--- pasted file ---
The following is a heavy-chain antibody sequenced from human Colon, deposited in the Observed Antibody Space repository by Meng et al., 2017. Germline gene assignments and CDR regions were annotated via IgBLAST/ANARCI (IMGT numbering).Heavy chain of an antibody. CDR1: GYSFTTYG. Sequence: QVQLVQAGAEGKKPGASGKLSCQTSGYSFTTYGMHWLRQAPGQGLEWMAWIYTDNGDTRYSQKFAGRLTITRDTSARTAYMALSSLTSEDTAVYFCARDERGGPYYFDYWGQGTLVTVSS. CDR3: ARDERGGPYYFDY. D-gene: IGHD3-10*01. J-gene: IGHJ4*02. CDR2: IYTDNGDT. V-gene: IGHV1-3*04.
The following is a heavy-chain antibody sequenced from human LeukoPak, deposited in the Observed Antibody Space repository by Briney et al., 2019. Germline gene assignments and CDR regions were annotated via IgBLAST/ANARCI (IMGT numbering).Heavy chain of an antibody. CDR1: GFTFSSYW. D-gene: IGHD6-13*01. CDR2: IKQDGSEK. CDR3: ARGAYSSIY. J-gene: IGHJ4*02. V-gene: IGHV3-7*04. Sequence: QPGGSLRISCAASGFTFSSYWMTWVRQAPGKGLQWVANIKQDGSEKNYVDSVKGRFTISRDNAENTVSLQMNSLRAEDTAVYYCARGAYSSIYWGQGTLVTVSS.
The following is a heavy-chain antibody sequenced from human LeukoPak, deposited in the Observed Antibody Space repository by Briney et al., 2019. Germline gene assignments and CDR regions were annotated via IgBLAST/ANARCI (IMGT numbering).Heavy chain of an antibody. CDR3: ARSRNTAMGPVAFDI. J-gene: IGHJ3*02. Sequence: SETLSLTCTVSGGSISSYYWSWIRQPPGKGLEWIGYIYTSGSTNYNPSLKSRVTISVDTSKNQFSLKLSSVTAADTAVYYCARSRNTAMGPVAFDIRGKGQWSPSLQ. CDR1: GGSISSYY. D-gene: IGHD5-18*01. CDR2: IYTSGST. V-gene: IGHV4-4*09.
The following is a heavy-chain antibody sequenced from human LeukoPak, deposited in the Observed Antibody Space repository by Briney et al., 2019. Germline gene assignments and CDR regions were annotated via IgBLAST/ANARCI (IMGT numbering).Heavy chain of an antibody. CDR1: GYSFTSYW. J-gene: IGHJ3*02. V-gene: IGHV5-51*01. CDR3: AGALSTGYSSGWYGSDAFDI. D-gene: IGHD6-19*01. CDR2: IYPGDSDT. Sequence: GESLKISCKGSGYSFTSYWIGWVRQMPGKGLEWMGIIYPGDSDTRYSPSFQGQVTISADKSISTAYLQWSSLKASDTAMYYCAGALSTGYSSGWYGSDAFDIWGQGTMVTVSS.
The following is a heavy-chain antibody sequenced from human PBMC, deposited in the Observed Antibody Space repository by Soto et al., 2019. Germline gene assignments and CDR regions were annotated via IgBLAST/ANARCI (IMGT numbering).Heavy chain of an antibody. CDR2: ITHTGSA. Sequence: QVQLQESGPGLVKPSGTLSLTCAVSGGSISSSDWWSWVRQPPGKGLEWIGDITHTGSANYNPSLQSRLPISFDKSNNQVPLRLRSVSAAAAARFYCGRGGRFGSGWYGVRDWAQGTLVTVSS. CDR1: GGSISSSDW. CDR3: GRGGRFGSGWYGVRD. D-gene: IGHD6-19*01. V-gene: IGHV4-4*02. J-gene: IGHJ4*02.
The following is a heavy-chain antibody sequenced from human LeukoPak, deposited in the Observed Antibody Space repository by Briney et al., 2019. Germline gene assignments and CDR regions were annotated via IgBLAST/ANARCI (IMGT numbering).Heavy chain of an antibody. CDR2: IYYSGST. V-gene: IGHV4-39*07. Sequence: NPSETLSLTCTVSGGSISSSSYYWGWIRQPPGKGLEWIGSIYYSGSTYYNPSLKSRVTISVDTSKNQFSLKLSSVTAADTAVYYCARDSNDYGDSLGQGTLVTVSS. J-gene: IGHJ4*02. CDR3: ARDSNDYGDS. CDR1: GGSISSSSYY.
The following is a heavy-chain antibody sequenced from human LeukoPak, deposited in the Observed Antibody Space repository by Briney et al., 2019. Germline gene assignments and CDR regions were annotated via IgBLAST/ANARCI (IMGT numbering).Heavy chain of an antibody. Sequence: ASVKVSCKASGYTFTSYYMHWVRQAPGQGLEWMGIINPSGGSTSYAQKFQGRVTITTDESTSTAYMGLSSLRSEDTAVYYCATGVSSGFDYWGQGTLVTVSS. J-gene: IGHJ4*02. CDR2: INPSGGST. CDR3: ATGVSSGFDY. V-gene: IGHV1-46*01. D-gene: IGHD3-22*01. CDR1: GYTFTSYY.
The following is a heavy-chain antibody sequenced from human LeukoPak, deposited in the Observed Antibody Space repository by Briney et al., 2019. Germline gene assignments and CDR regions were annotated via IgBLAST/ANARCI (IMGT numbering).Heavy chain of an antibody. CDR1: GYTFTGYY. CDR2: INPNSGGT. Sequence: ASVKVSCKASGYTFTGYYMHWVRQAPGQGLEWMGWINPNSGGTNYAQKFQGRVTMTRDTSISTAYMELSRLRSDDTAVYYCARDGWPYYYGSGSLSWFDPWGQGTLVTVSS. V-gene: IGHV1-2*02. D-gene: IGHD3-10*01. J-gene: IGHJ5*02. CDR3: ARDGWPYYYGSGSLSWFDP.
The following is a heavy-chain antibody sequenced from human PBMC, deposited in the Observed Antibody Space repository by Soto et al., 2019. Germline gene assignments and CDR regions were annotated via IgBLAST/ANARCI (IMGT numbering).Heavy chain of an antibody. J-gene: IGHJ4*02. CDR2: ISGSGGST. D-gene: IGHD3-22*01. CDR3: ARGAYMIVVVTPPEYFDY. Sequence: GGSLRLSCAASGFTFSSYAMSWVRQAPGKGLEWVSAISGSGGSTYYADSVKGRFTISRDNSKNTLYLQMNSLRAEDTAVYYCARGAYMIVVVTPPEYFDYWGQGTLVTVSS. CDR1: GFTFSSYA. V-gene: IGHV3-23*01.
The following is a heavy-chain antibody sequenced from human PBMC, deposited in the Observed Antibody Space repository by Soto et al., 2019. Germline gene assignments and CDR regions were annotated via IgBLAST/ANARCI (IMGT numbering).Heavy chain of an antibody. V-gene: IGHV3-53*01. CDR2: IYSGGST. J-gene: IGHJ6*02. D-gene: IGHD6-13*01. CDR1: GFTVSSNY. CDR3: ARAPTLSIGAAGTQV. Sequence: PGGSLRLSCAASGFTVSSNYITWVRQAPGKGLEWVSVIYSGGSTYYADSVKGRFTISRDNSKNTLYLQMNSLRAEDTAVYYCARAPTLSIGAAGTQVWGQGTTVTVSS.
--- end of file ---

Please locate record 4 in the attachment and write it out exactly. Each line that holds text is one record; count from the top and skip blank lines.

The following is a heavy-chain antibody sequenced from human LeukoPak, deposited in the Observed Antibody Space repository by Briney et al., 2019. Germline gene assignments and CDR regions were annotated via IgBLAST/ANARCI (IMGT numbering).Heavy chain of an antibody. CDR1: GYSFTSYW. J-gene: IGHJ3*02. V-gene: IGHV5-51*01. CDR3: AGALSTGYSSGWYGSDAFDI. D-gene: IGHD6-19*01. CDR2: IYPGDSDT. Sequence: GESLKISCKGSGYSFTSYWIGWVRQMPGKGLEWMGIIYPGDSDTRYSPSFQGQVTISADKSISTAYLQWSSLKASDTAMYYCAGALSTGYSSGWYGSDAFDIWGQGTMVTVSS.